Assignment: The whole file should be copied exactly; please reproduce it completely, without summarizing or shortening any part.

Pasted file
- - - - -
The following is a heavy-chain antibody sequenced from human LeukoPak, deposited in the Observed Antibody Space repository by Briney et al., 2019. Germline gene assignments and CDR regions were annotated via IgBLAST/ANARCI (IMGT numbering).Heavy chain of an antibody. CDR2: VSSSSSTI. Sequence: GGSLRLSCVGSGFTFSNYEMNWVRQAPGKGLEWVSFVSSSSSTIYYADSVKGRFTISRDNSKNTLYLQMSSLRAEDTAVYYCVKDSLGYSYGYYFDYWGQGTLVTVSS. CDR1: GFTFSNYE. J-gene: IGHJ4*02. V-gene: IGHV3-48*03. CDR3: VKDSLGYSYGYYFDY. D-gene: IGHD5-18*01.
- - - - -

The following is a heavy-chain antibody sequenced from human LeukoPak, deposited in the Observed Antibody Space repository by Briney et al., 2019. Germline gene assignments and CDR regions were annotated via IgBLAST/ANARCI (IMGT numbering).Heavy chain of an antibody. CDR2: VSSSSSTI. Sequence: GGSLRLSCVGSGFTFSNYEMNWVRQAPGKGLEWVSFVSSSSSTIYYADSVKGRFTISRDNSKNTLYLQMSSLRAEDTAVYYCVKDSLGYSYGYYFDYWGQGTLVTVSS. CDR1: GFTFSNYE. J-gene: IGHJ4*02. V-gene: IGHV3-48*03. CDR3: VKDSLGYSYGYYFDY. D-gene: IGHD5-18*01.